Redefining our Work, Ambition & Well-Being; A Conversation with Suneel Gupta

Redefining our Work, Ambition & Well-Being; A Conversation with Suneel Gupta

Suneel Gupta is redefining our understanding of work, ambition, and well-being. He is a tech entrepreneur, visiting scholar at Harvard, and has been featured in NYT, CNBC and TED. He researches and promotes how ancient wisdom, reimagined for modern times, can help us replace the relentless pursuit of success with a balanced and joyous life. 

In a world of hustle and burnout, Suneel presents an alternative—the ancient Indian philosophy of living your “dharma” (your “sacred calling”) to navigate the elusive balance between ambition, work, and well-being. As he learned the hard way after selling his startup, achieving outer success does not lead to inner peace. In fact, our ambition often blinds us to our true essence, leaving us feeling empty and exhausted. In his new book Everyday Dharma, Suneel outlines eight transformative practices to discover, understand, and live your dharma so you can let go of anxiety, produce your life’s work, and experience true fulfillment and joy. Suneel shares his own transformative journey from achieving outer success to discovering his inner calling, and weaves in history, science, Eastern philosophy, Western modalities, and self-assessments to give readers a practical guide.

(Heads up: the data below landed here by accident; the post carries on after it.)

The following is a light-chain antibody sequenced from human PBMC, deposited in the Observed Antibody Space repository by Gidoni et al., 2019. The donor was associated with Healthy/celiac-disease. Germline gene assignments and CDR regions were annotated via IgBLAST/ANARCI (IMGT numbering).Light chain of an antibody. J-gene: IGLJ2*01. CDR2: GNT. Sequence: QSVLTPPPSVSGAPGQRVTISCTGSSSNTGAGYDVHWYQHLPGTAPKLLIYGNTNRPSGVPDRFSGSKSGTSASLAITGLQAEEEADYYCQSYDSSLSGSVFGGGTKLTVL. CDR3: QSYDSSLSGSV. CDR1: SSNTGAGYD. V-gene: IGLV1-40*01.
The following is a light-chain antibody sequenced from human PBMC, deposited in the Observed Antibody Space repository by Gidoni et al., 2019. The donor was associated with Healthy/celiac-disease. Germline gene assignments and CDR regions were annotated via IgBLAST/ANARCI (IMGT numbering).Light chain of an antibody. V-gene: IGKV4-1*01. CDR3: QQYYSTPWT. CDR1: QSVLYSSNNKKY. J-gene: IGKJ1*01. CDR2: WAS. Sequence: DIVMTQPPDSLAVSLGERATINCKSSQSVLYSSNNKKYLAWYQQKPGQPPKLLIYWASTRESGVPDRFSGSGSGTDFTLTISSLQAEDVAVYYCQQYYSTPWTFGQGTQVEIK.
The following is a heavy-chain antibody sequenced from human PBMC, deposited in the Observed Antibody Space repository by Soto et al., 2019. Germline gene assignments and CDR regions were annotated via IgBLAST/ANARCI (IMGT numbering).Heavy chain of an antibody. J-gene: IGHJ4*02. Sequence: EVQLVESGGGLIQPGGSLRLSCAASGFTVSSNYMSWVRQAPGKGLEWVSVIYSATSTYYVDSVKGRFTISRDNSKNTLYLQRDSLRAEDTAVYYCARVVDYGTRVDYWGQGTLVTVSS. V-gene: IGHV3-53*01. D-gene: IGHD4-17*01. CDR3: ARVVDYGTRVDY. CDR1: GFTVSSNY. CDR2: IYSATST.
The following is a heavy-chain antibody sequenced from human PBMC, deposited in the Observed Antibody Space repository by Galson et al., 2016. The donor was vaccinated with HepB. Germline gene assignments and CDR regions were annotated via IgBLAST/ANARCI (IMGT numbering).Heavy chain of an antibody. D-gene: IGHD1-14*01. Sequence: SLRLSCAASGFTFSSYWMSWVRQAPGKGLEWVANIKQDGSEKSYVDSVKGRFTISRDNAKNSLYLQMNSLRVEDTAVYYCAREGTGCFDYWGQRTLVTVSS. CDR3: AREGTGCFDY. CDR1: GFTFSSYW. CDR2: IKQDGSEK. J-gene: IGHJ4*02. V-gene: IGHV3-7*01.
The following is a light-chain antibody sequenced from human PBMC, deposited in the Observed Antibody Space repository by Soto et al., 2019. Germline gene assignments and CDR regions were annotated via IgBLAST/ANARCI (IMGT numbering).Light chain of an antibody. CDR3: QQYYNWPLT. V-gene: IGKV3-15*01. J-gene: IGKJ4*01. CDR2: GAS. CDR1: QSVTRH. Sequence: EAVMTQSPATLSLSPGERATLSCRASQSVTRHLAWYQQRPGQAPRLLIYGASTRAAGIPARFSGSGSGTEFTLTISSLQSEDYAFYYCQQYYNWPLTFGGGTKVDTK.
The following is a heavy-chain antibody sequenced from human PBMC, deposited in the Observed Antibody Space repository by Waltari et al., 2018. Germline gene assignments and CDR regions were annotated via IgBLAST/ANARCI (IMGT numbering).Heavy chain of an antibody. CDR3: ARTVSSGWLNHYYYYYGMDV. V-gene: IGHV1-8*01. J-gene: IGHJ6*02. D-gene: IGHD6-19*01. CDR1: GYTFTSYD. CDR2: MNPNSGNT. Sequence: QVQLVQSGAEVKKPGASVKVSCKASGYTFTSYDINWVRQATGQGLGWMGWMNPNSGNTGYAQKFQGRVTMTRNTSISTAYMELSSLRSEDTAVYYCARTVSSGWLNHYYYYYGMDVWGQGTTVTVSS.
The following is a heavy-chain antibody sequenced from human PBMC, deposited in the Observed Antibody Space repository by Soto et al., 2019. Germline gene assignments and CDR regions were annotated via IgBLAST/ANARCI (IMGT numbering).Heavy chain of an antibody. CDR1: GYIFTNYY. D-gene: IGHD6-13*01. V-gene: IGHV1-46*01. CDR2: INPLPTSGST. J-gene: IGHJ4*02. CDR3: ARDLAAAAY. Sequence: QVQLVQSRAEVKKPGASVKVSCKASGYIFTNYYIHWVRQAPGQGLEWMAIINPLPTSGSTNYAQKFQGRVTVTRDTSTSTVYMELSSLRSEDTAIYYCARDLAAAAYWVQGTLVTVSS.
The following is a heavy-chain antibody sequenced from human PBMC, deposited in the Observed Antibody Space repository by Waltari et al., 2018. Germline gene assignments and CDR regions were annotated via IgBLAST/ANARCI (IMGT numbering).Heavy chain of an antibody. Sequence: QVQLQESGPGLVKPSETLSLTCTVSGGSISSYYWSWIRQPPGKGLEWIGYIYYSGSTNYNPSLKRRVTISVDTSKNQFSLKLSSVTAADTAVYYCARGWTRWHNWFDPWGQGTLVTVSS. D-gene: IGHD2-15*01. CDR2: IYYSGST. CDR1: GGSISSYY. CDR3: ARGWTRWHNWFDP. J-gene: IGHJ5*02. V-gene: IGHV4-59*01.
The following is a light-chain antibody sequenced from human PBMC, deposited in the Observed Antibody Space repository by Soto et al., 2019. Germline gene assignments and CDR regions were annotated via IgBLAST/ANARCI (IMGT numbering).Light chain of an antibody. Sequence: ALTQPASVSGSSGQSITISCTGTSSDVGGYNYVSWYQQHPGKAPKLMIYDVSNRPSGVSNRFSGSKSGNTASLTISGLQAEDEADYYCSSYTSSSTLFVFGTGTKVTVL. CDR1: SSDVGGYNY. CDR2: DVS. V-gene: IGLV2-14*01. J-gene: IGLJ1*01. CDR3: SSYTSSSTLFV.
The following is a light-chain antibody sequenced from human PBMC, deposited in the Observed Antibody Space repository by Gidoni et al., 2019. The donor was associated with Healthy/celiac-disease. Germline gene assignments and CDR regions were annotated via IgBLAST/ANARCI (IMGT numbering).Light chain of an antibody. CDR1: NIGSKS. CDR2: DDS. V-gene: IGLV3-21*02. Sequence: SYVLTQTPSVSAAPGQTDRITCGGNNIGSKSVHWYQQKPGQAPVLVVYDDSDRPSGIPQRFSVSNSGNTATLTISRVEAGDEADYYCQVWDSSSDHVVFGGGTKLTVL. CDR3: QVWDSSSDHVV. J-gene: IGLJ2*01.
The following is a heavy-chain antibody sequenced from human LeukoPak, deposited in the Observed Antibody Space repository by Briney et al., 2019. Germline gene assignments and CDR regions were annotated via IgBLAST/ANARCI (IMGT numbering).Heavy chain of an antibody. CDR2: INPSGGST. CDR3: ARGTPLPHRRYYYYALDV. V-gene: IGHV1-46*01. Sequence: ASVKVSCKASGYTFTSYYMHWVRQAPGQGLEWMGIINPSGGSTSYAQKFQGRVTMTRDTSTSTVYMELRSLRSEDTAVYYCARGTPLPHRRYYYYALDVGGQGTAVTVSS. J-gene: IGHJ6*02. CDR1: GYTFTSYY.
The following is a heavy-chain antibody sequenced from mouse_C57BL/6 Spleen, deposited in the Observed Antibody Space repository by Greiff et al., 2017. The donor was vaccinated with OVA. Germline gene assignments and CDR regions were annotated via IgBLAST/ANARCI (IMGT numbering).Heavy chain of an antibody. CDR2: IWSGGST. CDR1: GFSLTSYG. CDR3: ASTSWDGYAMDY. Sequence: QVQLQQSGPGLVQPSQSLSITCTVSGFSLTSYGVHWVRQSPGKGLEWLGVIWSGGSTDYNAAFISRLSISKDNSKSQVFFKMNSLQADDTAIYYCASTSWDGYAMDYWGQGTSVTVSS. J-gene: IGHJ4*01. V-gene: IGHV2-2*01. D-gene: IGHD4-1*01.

In this interview, I speak to Suneel Gupta. We talk about how ancient philosophies have relevance in today’s world, and why we need to redefine our work, ambition and well-being.  

Q: What is Dharma? 

[Suneel Gupta]: If we trace back to the earliest definition of “dharma”, it leads us to the Bhagavad Gita. There, dharma is defined as one’s sacred duty. Naturally, the question arises: duty to whom? It’s essentially a duty to that inner fire burning within you. Different people interpret this fire in various ways. Some call it a ‘calling’, others refer to it as ‘purpose’. My grandfather, who first introduced me to the concept of dharma, described it as your ‘essence’. This essence is an inner necessity that yearns to be expressed. When you allow this essence to shine through, it rejuvenates you. It fosters creativity, energy, and imagination. However, when you suppress it, feelings of depletion, exhaustion, and burnout take over. It’s possible to be productive and achieve external rewards without expressing this essence, but an inner void remains. What’s intriguing about dharma is its age-old roots, spanning over a thousand years. Yet, the inner void it addresses seems more relevant today than ever before. 

Q: How do we untangle what we do from who we are? And why must we? 

[Suneel Gupta]: From a young age, we’re conditioned to believe our identity is our job. Remember as kids when people would ask, “What do you want to be when you grow up?” I bet, Vikas, you were often queried by aunties and uncles, just as I was. Expected answers were professions like ‘Doctor’, ‘Lawyer’, or ‘Engineer’. Had one said, “I love to tell stories” or “I love to make others happy”, it would’ve been deemed too abstract. As adults, this pattern continues. At social gatherings, when asked, “What do you do?”, rarely would someone respond, “I tell stories”. Instead, they’d say, “I’m a comedian” or “I’m a writer”.